What is this place called Nagatoro?
Where is Nagatoro?
How do I get to Nagatoro?
Useful bits

What is this place called Nagatoro?

Nagatoro (長瀞) in the far north of Saitama prefecture has carved out a name for itself as a place for day trips and boat cruises down the Arakawa River (荒川), which depart a short way from the pleasant station situated on the equally pleasant shopping street.

nagatoro boats
It’s by all accounts appears to be a pretty solid day out from the city for non swimmers. For a reasonable-ish price you don a lifejacket, sit on a boat and get punted down the river’s rapids by local men, who share their stories and tell you when to pose for photographs taken from the riverbanks and available to purchase afterwards.

You’re driven back to the starting point in the boat cruise branded vehicles and maybe food is included, we don’t actually know. It’s tempting to be critical of the boats. They are suffocatingly frequent and the river at Nagatoro gets mobbed at the riverbank pebble beach port.

It’s annoying as the beach is great, and across the river there are some decently-sized, quarry style cliffs that we would love to jump off. On the other hand, a place like Nagatoro’s economy depends on the tourist buck. The atmosphere is lovely and the shop, restaurant and boat company workers seem to make it a really pleasant experience to visit.

nagatoro rocks
There are some good spots to be found if you head upstream a bit, walking along the Nagatoro Iwadatami (長瀞岩畳), or ‘tatami rocks’ (so called as their formation is like many tatami mats layered on top of one another).

Up here you avoid the long wooden boats and only have to contend with the slightly less frequent white water rafting variety. Head to the other side to enjoy being sprayed by some fine, small cold waterfalls feeding into the river, and a nice range of depths to swim, paddle and wade about in.

Where is Nagatoro?

nagatoro river
Nagatoro Station is in the far north of Saitama prefecture. It can feel pretty remote here so do plan any day trip with enough time to get here and back with the less frequent trains, though travel times from Tokyo aren’t bad.

Saitama is a landlocked prefecture so it does at times lack the cooling seabreeze in summer: find shade under the shelters provided around the Iwadatami rocks if it gets too much.

How do I get to Nagatoro?

nagatoro station

Getting to Nagatoro by train is simple and quick from central Tokyo. Heading from Shinjuku Station, take the JR Shonan Shinjuku Line north and after just over an hour, change at Kumagaya (熊谷市) to the Chichibu Tetsudo Main Line (秩父鉄道) and its 47 minutes straight to Nagatoro Station (長瀞駅).

The total journey cost is 1900 JPY one way. Nagatoro station is right next to a small shopping street you walk down for no more than 5 minutes to the riverbank where the boats depart from. From here just turn right and walk along the tatami rocks with the river on your left, until you find a place you like. You should have your pick, as almost everybody goes no further than the port. >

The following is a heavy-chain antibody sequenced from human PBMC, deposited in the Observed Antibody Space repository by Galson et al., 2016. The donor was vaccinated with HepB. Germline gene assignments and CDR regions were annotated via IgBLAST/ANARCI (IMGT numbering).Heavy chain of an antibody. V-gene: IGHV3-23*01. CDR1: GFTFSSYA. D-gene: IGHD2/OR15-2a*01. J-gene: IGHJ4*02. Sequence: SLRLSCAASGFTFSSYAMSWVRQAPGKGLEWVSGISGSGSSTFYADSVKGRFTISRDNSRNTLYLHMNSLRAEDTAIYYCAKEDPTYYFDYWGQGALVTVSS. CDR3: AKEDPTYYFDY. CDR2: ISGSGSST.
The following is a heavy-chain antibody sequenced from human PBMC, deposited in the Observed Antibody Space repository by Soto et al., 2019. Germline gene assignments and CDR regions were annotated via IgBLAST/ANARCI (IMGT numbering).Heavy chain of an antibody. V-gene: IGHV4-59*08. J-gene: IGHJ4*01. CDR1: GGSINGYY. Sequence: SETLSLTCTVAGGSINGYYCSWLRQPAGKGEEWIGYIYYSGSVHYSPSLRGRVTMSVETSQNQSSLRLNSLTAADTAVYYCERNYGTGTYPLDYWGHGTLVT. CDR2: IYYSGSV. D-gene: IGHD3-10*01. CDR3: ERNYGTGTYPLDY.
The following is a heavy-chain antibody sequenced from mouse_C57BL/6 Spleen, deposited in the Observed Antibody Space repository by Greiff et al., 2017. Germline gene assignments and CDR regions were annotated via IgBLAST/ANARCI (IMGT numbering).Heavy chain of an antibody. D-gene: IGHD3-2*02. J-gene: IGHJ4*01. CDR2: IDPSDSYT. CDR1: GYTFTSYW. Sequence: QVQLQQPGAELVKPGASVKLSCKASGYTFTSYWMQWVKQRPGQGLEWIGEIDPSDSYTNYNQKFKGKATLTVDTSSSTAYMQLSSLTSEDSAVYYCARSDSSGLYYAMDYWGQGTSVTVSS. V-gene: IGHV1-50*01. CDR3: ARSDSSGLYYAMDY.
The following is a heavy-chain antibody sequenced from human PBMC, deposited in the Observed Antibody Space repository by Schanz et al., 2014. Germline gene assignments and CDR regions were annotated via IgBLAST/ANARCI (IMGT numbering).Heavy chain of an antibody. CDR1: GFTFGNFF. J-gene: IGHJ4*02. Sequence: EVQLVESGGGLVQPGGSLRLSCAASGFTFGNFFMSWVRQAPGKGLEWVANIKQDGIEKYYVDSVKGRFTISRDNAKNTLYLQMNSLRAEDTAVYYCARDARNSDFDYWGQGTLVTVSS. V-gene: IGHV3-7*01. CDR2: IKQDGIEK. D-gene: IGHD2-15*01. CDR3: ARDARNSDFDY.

Useful bits

nagatoro boats
We are all about the swimming, but if you really want to go whitewater rafting, it seems to be just under 4000 JPY for a 3 hour session, including lifejacket rental. Details here. The wooden boats are even cheaper.

On the shopping street in Nagatoro you’ll find all kinds of typical fried, frozen and preserved snacks, including some delicious barbequed dango rice cakes on sticks. Our favourites are the ones with goma (sesame) topping.

If you don’t want any of that and just want a konbini (convenience store) for some beer, onigiri and such like do not despair, there is an excellent 7/11, hidden away if you follow the shopping street right uphill and turn left.

About a 5 minute walk from the station, the konbini has a seating space, clean toilets, and the comforting melody of Daydream Believer for midi keyboard.

nagatoro street
Here are some useful trinkets for transport between Shinjuku and Nagatoro:

* JR Shonan Shinjuku Line has some sets of 4 seats facing each other like a proper posh long distance train. These are usually located in the carriages to the front and the back of the train. They go like hot cakes so try and line up for those at Shinjuku!

* The Chichibu Main Line is great, with a charm that will transport you back to Japan’s Showa era, but watch out! The Chichibu trains don’t take PASMO/SUICA cards and tickets must be purchased beforehand from the machines in the station, and given to the attendant. It’s pretty easy to do and the staff seem more than happy to help with any issues with the transaction. The trains are also a little infrequent, with a single track only so do plan ahead.

Should you fancy a change of scenery, Nagatoro is a short and pleasant walk to Nogami (野上), which has a great riverside campsite and its own little swimspot. Read about Nogami River here

nagatoro camp
If you want to camp in Nagatoro head a little downriver to Nagatoro Auto Campground . It’s a 20 minute walk, about one and a half kilometres. They are right on the river and have access to a pleasant enough patch of river.

To be honest, in busy times this is not the greatest place to swim: it’s shallowish, and the banks are full of families and kids. What’s more you get the added annoyance of the regular boat trips coming down. They do, though have lots of space to pitch tents (some almost directly on the riverbank), a sizeable BBQ spot, clean, aesthetically pleasing toilets and showers, and a well-stocked reception/shop with beer and ice creams.


How would you rate Nagatoro as a swimming spot?
3 (1 votes)

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